Text to speech conversion (TTS) – webage.design

Text to speech conversion (TTS)
I recommend listening to this short audio clip or at least the first 30 seconds.
It’s not the subject matter of the clip that is important but the way the two characters (Jenny and Damon) were created.

The characters are actually robots and the video was generated by artificial intelligence software based on written text.
It’s actually a text-to-speech conversion, achieved using the cloud computing services platform, Microsoft Azure.
The result is promising and the application areas are diverse: podcasts, presentation videos, etc.
Those interested in the topic can contact me for information.
I can help/explain how you can generate such audio clips.
Email WhatsApp

Generalities about text-to-speech conversion.

Text-to-speech (TTS) is a technology that allows computers to convert written text into spoken words.
TTS systems are used in a variety of applications such as voice assistants, e-learning platforms and screen readers for the visually impaired.
In this article, we take a closer look at how TTS conversion works and the different approaches and tools available for generating speech from text.
There are several approaches to TTS conversion, each with their own strengths and limitations.
Rule-based systems use a set of predefined rules to convert text to speech. These rules can include phonetic rules for converting text into phonemes (the smallest units of sound in a language), prosodic rules for adding intonation and stress to speech, and syntactic rules for generating the appropriate word order and sentence structure.
Rule-based systems are relatively simple to implement and can produce good results for limited domains or languages. However, they can be inflexible and produce unnatural-sounding speech when rules are not followed exactly.
Statistical systems use large datasets of speech and recorded text to learn patterns and generate speech. These systems often use machine learning and natural language processing (NLP) techniques to analyse the relationship between text and corresponding speech.
Statistical systems can produce more natural-sounding speech than rule-based systems because they can adapt to variations in the data and generate speech that reflects patterns learned from the data. However, statistical systems may require a large amount of data and may not generalize well to new languages or domains.
Neural TTS systems use deep learning techniques to generate speech from text. These systems use artificial neural networks, which are modelled after the structure of the human brain, to learn the relationship between text and corresponding speech.
Neural TTS systems are generally considered to be the most accurate and natural, as they can model complex patterns and variations in data. However, they can require a large amount of data and computational resources to train and may not be suitable for real-time applications.
Many TTS software tools and services are available on the market, ranging from free and open-source to commercial products.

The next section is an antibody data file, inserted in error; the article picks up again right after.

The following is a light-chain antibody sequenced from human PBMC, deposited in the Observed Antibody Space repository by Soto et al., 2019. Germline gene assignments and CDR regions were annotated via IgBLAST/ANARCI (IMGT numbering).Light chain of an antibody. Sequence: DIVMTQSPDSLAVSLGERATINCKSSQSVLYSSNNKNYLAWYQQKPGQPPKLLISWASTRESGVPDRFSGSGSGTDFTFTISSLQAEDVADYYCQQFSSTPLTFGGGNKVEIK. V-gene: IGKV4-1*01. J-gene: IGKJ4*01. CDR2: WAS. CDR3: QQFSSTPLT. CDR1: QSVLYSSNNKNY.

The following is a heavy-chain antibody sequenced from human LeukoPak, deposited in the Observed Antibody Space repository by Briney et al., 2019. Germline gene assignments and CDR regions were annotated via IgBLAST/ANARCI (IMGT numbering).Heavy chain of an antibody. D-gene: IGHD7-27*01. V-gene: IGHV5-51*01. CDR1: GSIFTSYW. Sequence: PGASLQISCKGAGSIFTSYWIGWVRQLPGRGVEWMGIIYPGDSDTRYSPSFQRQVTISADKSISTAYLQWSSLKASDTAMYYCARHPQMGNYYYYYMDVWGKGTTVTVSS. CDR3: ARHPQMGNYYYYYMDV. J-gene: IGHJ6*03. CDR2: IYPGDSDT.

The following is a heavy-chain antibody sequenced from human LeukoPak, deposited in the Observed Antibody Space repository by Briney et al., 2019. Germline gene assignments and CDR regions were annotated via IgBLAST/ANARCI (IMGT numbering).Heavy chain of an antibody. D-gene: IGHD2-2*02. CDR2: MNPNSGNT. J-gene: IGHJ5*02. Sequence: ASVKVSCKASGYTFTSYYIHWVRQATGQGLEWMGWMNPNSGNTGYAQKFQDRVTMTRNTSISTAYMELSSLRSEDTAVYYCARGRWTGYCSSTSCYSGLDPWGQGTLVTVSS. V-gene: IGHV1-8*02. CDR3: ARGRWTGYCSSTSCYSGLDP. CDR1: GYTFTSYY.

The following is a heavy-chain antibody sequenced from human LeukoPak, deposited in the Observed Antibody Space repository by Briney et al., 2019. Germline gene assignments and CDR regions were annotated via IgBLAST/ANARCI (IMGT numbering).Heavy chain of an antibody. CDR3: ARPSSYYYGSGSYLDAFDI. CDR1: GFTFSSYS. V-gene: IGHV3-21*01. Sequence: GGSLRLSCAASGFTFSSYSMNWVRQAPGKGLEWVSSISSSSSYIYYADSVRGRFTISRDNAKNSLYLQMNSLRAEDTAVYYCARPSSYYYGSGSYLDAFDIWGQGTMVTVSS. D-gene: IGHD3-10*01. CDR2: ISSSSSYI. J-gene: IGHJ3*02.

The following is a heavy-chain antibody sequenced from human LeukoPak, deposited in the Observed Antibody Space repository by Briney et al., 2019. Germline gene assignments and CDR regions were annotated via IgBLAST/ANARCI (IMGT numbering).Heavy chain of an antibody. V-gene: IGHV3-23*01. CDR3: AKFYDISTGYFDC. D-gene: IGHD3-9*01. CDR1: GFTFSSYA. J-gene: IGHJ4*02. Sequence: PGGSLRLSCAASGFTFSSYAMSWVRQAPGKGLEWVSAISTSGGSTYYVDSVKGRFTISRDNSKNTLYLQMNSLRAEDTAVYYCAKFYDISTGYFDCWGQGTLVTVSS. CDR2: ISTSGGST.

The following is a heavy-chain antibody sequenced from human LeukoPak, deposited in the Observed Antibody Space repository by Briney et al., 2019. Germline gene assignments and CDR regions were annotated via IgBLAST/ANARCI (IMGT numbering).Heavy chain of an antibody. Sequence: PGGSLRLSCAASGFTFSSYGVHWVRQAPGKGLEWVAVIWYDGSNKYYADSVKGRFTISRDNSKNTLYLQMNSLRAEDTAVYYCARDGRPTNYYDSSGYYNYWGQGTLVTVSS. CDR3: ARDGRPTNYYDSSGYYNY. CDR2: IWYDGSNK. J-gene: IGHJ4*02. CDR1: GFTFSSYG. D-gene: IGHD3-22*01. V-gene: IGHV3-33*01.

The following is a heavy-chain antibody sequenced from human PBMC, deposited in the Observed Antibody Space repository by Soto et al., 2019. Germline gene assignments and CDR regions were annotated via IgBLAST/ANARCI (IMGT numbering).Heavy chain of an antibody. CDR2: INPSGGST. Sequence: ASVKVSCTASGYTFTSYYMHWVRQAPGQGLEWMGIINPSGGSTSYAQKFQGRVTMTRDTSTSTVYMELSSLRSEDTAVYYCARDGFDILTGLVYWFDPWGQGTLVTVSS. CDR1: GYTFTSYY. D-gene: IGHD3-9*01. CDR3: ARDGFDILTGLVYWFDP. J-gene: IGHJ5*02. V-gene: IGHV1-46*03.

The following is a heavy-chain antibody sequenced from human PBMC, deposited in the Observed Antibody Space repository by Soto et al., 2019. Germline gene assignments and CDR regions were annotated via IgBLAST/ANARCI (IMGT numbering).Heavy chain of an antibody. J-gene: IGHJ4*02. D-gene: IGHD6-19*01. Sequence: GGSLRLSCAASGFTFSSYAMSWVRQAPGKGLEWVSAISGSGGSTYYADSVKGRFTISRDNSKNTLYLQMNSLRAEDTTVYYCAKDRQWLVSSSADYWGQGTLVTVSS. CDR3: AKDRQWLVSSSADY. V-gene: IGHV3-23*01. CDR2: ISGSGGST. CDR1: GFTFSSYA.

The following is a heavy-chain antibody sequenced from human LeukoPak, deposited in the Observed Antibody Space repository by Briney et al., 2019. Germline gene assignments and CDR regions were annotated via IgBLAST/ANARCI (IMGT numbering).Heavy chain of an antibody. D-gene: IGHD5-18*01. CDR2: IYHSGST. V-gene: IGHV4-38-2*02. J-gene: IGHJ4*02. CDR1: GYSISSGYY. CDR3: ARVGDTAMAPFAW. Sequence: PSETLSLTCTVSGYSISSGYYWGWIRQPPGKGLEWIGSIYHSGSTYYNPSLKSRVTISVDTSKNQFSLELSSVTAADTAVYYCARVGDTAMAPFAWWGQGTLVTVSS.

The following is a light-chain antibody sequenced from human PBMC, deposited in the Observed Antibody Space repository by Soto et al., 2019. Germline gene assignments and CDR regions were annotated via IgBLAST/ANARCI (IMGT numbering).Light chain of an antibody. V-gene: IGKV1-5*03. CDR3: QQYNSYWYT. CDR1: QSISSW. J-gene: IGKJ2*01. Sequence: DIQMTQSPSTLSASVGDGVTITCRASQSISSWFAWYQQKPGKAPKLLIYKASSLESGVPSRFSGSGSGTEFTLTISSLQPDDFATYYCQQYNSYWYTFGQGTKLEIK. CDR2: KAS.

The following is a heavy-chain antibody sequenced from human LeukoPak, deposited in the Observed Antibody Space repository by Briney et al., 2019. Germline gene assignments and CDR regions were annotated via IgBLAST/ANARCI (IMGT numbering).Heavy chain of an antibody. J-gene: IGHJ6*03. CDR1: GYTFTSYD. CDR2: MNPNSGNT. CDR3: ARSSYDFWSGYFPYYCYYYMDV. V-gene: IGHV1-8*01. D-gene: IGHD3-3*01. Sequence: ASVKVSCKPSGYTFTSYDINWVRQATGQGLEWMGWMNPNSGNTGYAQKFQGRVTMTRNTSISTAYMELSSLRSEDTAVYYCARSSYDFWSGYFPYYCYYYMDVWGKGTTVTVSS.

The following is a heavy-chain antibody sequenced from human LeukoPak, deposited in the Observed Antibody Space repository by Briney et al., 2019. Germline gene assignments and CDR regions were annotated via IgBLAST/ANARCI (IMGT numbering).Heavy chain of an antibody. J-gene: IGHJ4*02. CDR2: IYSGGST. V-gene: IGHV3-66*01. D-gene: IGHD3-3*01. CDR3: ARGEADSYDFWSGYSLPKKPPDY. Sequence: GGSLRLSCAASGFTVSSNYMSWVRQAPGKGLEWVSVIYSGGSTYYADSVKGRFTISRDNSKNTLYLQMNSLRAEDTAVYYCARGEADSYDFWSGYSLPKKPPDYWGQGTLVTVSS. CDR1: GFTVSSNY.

These tools often come with a variety of features and customization options, such as the ability to adjust the voice, pitch and speed of the speech generated or to choose from multiple languages and accents.

Examples of popular TTS tools and services:

Google Text-to-Speech:
This is a free TTS service offered by Google that can be used to generate speech from text in a variety of languages.
Amazon Polly:
Is a cloud-based TTS service offered by Amazon that allows users to generate speech from text in multiple languages and voices.
Nuance Communications:
Is a commercial TTS provider that offers a range of TTS products for various applications, including voice assistants, e-learning platforms and screen readers.
Is an open-source TTS software that can be used on a variety of platforms, including Linux, Windows and Android.

TTS systems have a wide range of applications, including:

Voice assistants:
TTS technology is widely used in voice assistants, such as Amazon’s Alexa and Google Assistant, to convert written text into spoken words. These systems use TTS to generate answers to user questions and commands, as well as provide information and assistance.
E-learning platforms:
TTS systems can be used in e-learning platforms to deliver audio versions of written content, such as textbooks and courses. This can be particularly useful for students with learning difficulties or who prefer to learn by listening.
Screen readers:
Screen readers are software programs that allow people with visual impairments to access information displayed on a computer screen. They do this by converting text on the screen into synthesised speech, which can be listened to through computer speakers or a connected headset.
Text-to-speech (TTS) technology is used by screen readers to synthesise speech from on-screen text.
The screen reader reads the text on the screen aloud, allowing the user to hear what is displayed. TTS technology has come a long way in recent years and can produce very natural-sounding speech, making it easier for people with visual impairments to use computers and access information online.

Leave a Reply

Your email address will not be published. Required fields are marked *